Unity, Mission and Ecumenical Relations
At the core of the WCC’s work is the pursuit of visible Christian unity. The WCC strives for a global fellowship of churches seeking a deeper understanding of one another, developing a wider dialogue and building communities rooted in justice and peace.
The WCC is heir to 100 years of engagement of the churches acting together in mission and evangelism. While mission has always meant a clear witness to the gospel, it increasingly is seen too as fostering solidarity and respect for people’s dignity. The Spirit of God leads all people to seek truth, justice and peace, and in doing so embodying the prayer of Jesus that “they may all be one.”
As a privileged instrument of the global ecumenical movement, the WCC not only creates space for those within the fellowship but reaches out to those beyond its own communities, entering into dialogue and sharing with the Roman Catholic Church, Evangelicals and Pentecostals and now also with those of other faiths through inter-religious dialogue.
Projects and activities include:
The WCC is a committed and consistent partner for Indigenous Peoples in their struggles for land, identity, language and survival of indigenous cultures.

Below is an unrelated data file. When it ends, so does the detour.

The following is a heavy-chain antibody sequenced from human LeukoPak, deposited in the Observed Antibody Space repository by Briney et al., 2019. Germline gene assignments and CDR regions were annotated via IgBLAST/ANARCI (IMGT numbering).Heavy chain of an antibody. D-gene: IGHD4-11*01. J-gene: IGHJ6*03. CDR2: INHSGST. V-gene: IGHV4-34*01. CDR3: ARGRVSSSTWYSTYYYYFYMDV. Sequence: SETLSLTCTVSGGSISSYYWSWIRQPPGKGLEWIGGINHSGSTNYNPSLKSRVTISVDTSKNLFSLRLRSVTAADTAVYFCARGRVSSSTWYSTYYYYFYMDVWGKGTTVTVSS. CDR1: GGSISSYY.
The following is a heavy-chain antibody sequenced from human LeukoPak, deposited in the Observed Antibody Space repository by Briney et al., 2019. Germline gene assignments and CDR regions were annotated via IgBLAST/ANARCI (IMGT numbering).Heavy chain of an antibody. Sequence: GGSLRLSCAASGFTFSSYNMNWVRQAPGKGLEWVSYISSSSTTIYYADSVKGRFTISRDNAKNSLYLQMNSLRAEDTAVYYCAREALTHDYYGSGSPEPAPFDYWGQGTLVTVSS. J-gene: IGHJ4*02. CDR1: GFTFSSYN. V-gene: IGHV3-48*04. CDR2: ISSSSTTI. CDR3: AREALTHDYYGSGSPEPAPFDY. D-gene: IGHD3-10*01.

The WCC supports churches' networking and advocacy with uprooted people, and their efforts to explore the links between migration, racism and interfaith relations.
Advocating for the participation of persons with disabilities in the spiritual, social and development life of church and society
The Faith and Order Commission promotes visible unity of Christians by dealing with theological questions that divide churches.
As an expression of its commitment to justice, human dignity and liberation the WCC, since its inception, has been a reliable partner of discriminated and excluded people in their struggles. This is a theological activity with people who are exposed to racism, indigenous peoples, migrants, Dalits and people with disabilities.
This project brings the WCC's specific ecumenical perspective and experience to international dialogue and debate on mission and evangelism in the 21st century.
Among those churches which are not members of the WCC, the most notable is the Roman Catholic Church (RCC). Since 1965 a Joint Working Group, co-sponsored by the WCC and the RCC, has met regularly to discuss issues of common interest and promote cooperation.
The CWME offers spaces for sharing reflections, experiences, questions and discoveries on content and methods of Christian witness today.
The Joint Consultative Group between the WCC and Pentecostals (JCG) was set up following a decision of the WCC Assembly in Harare 1998.